DVA130 Movie Theory
Credits: 3.00
Prerequisite(s): none
Ever wonder why some movies feel different from others? This class will reveal the secrets. This course introduces the concepts and practices associated with how the written word is translated into visual language. During this course, students will have the opportunity to learn the art and theory behind motion pictures, including how lighting and cameras are used to create emotion, setting and dramatic emphasis. Topics include shooting styles, lighting, camera angles, continuity, composition and cutting techniques. Technical innovations in cameras, filters and lenses will be explored.
DVA238 Introduction to Directing and Producing
Credits: 3.00
Prerequisite(s): DVA130
“Action!” This course will introduce the student to the collaborative world of directing and producing. Students will examine where and to what extent animation can be incorporated into the production. The director’s approach to text analysis and articulation of ideas for interpreting and critiquing scripts and storyboards will be explored in developing an overall vision for a production. The producer’s role of analyzing text for location scouting, budget and logistics will be examined. The course will also take the student through the basic tools of casting, scheduling and time management.
DVA241 Digital Video Production
Credits: 3.00
Prerequisite(s): DVA101
Recommended: DVA130, DVA110, DVA238, THE310
Continuing the concepts begun in DVA101, this course introduces students to more advanced digital video production equipment and techniques, and emphasizes the production of complete works. Working in teams, students will produce various projects, including music videos, documentaries and short films, while also exploring additional aesthetic concepts such as depth of field, camera movement and advanced lighting and sound. A greater emphasis is also placed on the pre-production stage for each type of project.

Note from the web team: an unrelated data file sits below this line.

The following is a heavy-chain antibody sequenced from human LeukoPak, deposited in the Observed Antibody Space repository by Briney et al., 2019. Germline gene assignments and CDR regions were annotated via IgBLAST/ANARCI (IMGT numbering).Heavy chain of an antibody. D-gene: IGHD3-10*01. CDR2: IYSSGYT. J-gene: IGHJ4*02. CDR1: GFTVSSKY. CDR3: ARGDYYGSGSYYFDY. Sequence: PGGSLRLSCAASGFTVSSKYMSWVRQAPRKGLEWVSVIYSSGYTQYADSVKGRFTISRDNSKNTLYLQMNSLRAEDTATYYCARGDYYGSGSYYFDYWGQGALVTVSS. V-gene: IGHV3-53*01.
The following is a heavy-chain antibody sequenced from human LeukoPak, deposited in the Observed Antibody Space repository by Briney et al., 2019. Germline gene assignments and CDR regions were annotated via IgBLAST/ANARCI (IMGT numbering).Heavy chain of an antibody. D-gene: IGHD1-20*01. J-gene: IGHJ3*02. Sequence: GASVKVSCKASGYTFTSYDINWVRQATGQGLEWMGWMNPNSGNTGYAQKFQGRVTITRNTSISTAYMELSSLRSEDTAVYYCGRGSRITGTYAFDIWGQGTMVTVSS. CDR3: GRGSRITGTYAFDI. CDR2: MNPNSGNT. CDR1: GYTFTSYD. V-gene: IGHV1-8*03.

MTM101 Digital Imaging
Credits: 3.00
Prerequisite(s): none
This course is an overview of the primary industry software tool (Adobe Photoshop) used in the creation of 2D computer graphics. Students will learn the commands and interfaces of industry-standard raster graphics software applications in order to create and manipulate 2D images.
DVA204 Motion Capture Concepts
Credits: 3.00
Prerequisite(s): MTM101 and (DVA231 or DVA243)
Recommended(s): THE238
This class will introduce students to Motion Capture as it relates to the animation industry. Students will explore the theory of Motion Capture and the various Motion Capture systems. The course will provide an overview of the Motion Capture Studio as well as the basics of Motion Builder software, including character setup and data editing.
DVA250 3D Modeling
Credits: 3.00
Prerequisite(s): MTM101

This class will explore modeling with polygons, patches, NURBS and subdivision surfaces and will discuss when each is appropriate. Students will study organic and hard surface modeling. Topics will also include a review of the history of 3D computer graphics, an overview of the current state of the 3D industry, an introduction to the current technology being used and a survey of the skills needed to work in today's industry. Areas of emphasis include sculpting tools, extruding, Boolean, lofting, revolving and deformers. Students will complete exercises that build toward a final project. This class will also introduce basic lighting, texturing, rendering and animation techniques.